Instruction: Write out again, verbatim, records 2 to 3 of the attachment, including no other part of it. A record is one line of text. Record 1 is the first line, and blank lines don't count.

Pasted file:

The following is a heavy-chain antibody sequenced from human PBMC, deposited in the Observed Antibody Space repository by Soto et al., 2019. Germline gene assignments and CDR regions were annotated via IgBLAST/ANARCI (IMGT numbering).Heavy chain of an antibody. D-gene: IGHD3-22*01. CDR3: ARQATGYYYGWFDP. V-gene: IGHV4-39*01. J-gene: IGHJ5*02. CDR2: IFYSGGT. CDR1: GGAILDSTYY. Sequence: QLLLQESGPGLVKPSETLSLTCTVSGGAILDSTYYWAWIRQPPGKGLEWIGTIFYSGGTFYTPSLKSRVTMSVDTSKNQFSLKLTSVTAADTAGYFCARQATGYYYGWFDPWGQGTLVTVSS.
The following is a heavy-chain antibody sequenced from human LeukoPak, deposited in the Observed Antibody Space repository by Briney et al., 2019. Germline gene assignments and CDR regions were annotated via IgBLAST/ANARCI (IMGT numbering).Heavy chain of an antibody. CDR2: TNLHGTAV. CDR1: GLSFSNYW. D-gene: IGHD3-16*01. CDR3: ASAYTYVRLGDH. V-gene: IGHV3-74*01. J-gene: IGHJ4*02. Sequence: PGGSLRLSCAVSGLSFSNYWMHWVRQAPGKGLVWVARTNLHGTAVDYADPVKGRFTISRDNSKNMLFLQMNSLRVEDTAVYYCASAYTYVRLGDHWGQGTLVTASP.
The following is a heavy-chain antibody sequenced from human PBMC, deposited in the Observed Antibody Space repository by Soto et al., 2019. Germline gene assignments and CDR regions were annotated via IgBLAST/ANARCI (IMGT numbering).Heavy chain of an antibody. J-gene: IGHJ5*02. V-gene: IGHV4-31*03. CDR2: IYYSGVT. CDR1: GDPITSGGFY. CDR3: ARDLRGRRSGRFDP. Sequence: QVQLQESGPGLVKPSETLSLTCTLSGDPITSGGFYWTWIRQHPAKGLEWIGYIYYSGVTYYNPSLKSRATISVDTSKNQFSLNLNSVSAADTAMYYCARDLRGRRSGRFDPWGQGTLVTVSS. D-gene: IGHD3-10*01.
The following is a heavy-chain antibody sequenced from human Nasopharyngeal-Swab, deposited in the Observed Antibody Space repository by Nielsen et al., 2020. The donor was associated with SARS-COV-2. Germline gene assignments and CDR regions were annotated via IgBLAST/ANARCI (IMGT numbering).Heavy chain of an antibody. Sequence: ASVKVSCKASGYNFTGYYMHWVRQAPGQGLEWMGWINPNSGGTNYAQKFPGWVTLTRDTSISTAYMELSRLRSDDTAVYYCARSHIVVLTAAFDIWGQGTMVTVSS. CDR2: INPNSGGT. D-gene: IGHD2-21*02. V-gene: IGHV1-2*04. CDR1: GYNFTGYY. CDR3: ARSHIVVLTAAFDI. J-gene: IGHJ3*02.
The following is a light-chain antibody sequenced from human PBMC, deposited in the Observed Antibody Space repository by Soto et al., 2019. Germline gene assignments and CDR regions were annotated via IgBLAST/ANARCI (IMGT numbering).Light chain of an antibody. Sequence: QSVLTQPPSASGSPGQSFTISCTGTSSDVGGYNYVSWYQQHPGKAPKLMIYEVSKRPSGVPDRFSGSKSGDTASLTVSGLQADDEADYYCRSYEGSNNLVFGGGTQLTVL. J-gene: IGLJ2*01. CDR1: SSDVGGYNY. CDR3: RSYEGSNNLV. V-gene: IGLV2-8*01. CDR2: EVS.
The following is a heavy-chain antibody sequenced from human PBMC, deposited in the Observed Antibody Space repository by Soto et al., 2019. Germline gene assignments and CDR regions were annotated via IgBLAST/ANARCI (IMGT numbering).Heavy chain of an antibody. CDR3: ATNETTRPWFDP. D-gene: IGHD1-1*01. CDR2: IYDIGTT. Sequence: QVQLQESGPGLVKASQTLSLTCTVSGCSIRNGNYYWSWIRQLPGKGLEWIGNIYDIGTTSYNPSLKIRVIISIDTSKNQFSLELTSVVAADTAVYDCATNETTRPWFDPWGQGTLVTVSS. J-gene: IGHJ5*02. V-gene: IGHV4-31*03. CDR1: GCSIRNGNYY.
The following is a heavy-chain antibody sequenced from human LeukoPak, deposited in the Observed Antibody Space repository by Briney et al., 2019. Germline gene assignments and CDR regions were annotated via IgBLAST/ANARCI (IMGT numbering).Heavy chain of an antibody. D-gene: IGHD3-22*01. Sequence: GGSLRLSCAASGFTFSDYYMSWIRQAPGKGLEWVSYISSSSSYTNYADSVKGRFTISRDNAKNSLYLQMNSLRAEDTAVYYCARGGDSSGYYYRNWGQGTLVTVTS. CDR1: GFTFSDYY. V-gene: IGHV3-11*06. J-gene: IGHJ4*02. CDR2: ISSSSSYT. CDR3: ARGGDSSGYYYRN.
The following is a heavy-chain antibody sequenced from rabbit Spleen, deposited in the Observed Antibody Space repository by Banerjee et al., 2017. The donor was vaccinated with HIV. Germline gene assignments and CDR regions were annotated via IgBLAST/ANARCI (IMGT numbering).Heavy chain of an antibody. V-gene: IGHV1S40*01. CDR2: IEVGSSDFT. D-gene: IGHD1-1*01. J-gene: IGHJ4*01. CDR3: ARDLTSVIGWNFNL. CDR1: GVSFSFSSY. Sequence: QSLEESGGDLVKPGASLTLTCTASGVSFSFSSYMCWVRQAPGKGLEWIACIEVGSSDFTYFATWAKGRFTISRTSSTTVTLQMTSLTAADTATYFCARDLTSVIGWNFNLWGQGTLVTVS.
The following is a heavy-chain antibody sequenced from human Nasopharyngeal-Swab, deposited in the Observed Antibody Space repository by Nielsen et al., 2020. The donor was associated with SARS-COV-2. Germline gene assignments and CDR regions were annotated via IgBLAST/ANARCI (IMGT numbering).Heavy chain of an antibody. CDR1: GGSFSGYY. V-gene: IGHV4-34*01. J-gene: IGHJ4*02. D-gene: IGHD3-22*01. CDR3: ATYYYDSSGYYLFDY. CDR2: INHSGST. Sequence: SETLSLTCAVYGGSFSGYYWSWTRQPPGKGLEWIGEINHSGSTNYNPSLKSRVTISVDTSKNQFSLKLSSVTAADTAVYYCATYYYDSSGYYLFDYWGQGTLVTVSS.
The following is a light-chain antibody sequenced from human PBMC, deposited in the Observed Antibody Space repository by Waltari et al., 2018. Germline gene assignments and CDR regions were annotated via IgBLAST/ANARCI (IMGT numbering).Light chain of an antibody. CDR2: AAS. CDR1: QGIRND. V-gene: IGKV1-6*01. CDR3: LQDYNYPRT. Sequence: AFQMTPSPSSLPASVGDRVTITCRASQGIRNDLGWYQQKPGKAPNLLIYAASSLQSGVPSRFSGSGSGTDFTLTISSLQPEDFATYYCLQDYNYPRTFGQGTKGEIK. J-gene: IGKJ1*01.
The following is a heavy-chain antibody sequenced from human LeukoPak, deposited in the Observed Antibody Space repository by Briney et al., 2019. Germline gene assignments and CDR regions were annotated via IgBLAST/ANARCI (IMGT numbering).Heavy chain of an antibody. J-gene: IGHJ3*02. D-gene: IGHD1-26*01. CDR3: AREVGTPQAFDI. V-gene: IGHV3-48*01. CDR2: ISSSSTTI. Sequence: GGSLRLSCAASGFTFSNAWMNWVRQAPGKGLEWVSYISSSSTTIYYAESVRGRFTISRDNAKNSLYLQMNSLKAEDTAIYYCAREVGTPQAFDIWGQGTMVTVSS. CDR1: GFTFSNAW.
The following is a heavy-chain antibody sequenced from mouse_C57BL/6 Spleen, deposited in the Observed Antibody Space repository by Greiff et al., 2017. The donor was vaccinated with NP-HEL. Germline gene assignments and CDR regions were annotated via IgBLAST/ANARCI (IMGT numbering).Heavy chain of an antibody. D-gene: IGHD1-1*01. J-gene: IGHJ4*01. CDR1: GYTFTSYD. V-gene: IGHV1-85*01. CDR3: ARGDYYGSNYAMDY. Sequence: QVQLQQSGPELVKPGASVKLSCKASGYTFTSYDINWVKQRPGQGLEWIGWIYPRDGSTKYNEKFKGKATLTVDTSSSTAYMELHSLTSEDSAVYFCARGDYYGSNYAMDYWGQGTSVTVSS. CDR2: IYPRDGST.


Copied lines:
The following is a heavy-chain antibody sequenced from human LeukoPak, deposited in the Observed Antibody Space repository by Briney et al., 2019. Germline gene assignments and CDR regions were annotated via IgBLAST/ANARCI (IMGT numbering).Heavy chain of an antibody. CDR2: TNLHGTAV. CDR1: GLSFSNYW. D-gene: IGHD3-16*01. CDR3: ASAYTYVRLGDH. V-gene: IGHV3-74*01. J-gene: IGHJ4*02. Sequence: PGGSLRLSCAVSGLSFSNYWMHWVRQAPGKGLVWVARTNLHGTAVDYADPVKGRFTISRDNSKNMLFLQMNSLRVEDTAVYYCASAYTYVRLGDHWGQGTLVTASP.
The following is a heavy-chain antibody sequenced from human PBMC, deposited in the Observed Antibody Space repository by Soto et al., 2019. Germline gene assignments and CDR regions were annotated via IgBLAST/ANARCI (IMGT numbering).Heavy chain of an antibody. J-gene: IGHJ5*02. V-gene: IGHV4-31*03. CDR2: IYYSGVT. CDR1: GDPITSGGFY. CDR3: ARDLRGRRSGRFDP. Sequence: QVQLQESGPGLVKPSETLSLTCTLSGDPITSGGFYWTWIRQHPAKGLEWIGYIYYSGVTYYNPSLKSRATISVDTSKNQFSLNLNSVSAADTAMYYCARDLRGRRSGRFDPWGQGTLVTVSS. D-gene: IGHD3-10*01.